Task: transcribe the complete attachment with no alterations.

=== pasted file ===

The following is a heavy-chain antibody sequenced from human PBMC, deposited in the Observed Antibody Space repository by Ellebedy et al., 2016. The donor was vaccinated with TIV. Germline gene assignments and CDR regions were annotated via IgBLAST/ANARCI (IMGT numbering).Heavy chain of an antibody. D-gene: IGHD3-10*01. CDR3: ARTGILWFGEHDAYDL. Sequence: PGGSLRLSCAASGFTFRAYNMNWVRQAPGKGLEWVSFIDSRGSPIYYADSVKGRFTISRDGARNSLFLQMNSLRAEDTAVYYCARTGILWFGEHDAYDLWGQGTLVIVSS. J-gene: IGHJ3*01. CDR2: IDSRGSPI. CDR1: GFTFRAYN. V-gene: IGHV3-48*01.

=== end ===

The following is a heavy-chain antibody sequenced from human PBMC, deposited in the Observed Antibody Space repository by Ellebedy et al., 2016. The donor was vaccinated with TIV. Germline gene assignments and CDR regions were annotated via IgBLAST/ANARCI (IMGT numbering).Heavy chain of an antibody. D-gene: IGHD3-10*01. CDR3: ARTGILWFGEHDAYDL. Sequence: PGGSLRLSCAASGFTFRAYNMNWVRQAPGKGLEWVSFIDSRGSPIYYADSVKGRFTISRDGARNSLFLQMNSLRAEDTAVYYCARTGILWFGEHDAYDLWGQGTLVIVSS. J-gene: IGHJ3*01. CDR2: IDSRGSPI. CDR1: GFTFRAYN. V-gene: IGHV3-48*01.